Translate this page into:
Errors of inclusion and exclusion in income-based provisioning of public healthcare: Problems associated with below poverty line cards
2 Department of Gastroenterology and Human Nutrition, All India Institute of Medical Sciences, New Delhi 110029, India
Department of Gastroenterology and Human Nutrition, All India Institute of Medical Sciences, New Delhi 110029
|How to cite this article:|
Bajpai V, Singh N, Sardana H, Kumari S, Vettiyil B, Saraya A. Errors of inclusion and exclusion in income-based provisioning of public healthcare: Problems associated with below poverty line cards. Natl Med J India 2017;30:348-351
This study examined the effect of out-of-pocket expenditure of patients on their illness and other household changes impacting on their well-being, and assessed the socioeconomic status and below poverty line (BPL) card status among patients at the All India Institute of Medical Sciences, New Delhi. We did a hospital-based cross-sectional study of 374 inpatients and outpatients. Among the 374 study subjects, more than 69% of poor did not possess a BPL card. On the other hand, 5.5% of the above poverty line patients among the respondents possessed a BPL card. Of those having BPL cards, 84.4% belonged either to the lower middle, upper lower and lower socioeconomic status categories. Our data suggest that the inaccuracies in providing BPL cards limit access of the genuine poor to healthcare. In the light of national-level surveys on accessing healthcare and out-of-pocket expenditure by patients there is a case against ‘targeting’ in the delivery of public health services and user charges have an adverse impact on access to healthcare by the poor.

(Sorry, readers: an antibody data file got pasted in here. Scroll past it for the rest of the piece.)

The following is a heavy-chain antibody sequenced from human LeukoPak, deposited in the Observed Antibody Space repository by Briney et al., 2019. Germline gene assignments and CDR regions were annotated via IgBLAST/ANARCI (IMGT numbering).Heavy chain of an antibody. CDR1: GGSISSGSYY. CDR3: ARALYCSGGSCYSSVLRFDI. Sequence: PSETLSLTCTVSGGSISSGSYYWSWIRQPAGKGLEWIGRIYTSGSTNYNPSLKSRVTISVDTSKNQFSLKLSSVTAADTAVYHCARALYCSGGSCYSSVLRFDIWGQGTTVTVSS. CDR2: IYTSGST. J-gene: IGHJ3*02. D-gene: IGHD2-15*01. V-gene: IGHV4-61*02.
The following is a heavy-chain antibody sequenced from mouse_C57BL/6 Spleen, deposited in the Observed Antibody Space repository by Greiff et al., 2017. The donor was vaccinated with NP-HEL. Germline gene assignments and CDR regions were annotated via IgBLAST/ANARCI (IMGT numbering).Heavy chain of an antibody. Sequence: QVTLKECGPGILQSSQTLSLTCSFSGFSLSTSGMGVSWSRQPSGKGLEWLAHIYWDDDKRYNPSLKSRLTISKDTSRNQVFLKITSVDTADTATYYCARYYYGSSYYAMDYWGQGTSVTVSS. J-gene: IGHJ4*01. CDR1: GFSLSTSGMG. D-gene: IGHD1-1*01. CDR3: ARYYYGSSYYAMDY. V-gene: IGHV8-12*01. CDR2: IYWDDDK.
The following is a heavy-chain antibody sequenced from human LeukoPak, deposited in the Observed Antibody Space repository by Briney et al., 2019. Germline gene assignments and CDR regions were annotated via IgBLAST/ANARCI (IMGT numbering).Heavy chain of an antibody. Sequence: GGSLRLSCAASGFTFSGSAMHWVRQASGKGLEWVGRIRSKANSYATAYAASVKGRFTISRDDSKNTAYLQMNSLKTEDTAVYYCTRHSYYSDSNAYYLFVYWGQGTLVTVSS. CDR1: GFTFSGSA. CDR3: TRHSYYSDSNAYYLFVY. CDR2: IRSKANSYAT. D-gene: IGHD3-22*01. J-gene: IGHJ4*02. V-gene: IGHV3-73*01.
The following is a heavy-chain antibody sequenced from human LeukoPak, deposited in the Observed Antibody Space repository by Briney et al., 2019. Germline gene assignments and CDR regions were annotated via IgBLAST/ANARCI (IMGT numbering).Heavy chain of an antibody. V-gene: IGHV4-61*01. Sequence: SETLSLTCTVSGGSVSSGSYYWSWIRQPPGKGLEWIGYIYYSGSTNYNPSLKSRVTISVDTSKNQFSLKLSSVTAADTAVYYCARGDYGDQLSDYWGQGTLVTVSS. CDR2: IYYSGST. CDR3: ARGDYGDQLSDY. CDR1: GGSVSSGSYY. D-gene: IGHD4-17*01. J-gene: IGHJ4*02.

Levying of user charges at the time of availing healthcare services is widely prevalent in publicly financed healthcare in India. This practice affects the ability of the poor to access healthcare services is often dismissed on the ground that those possessing below poverty line (BPL) cards are exempt from such payments. A few hospital-based studies provide evidence that there are major errors in the inclusion and exclusion of people in the BPL category. Hence, whether poor patients are actually being excluded from the healthcare safety net remains a matter of conjecture. We did this survey at the All India Institute of Medical Sciences (AIIMS), New Delhi to examine the effect of out-of-pocket (OOP) expenditure of patients on their illness, dietary consumption and other household changes, as well as to assess the socioeconomic and BPL card status of the respondents.
This hospital-based, descriptive, cross-sectional study was done among outpatients and inpatients of the Departments of Gastroenterology and Human Nutrition, and Cardiology as well as Comprehensive Rural Health Services Project hospital, Ballabgarh, Haryana between September–October 2005 and January 2006. The patient and/or any adult family member was the respondent. After obtaining verbal consent, the interviewer explained all the pertinent information of the study and allowed the respondents an opportunity to ask questions and verified that they understood the information.